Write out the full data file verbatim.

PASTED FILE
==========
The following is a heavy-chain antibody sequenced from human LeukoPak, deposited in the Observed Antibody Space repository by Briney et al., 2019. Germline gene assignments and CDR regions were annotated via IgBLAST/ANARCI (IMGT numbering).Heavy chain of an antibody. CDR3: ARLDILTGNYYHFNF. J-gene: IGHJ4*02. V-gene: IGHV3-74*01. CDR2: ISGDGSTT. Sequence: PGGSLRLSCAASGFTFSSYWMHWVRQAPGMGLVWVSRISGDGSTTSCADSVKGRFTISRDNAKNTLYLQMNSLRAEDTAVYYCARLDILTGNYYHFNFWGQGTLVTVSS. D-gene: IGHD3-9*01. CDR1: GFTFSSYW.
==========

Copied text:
The following is a heavy-chain antibody sequenced from human LeukoPak, deposited in the Observed Antibody Space repository by Briney et al., 2019. Germline gene assignments and CDR regions were annotated via IgBLAST/ANARCI (IMGT numbering).Heavy chain of an antibody. CDR3: ARLDILTGNYYHFNF. J-gene: IGHJ4*02. V-gene: IGHV3-74*01. CDR2: ISGDGSTT. Sequence: PGGSLRLSCAASGFTFSSYWMHWVRQAPGMGLVWVSRISGDGSTTSCADSVKGRFTISRDNAKNTLYLQMNSLRAEDTAVYYCARLDILTGNYYHFNFWGQGTLVTVSS. D-gene: IGHD3-9*01. CDR1: GFTFSSYW.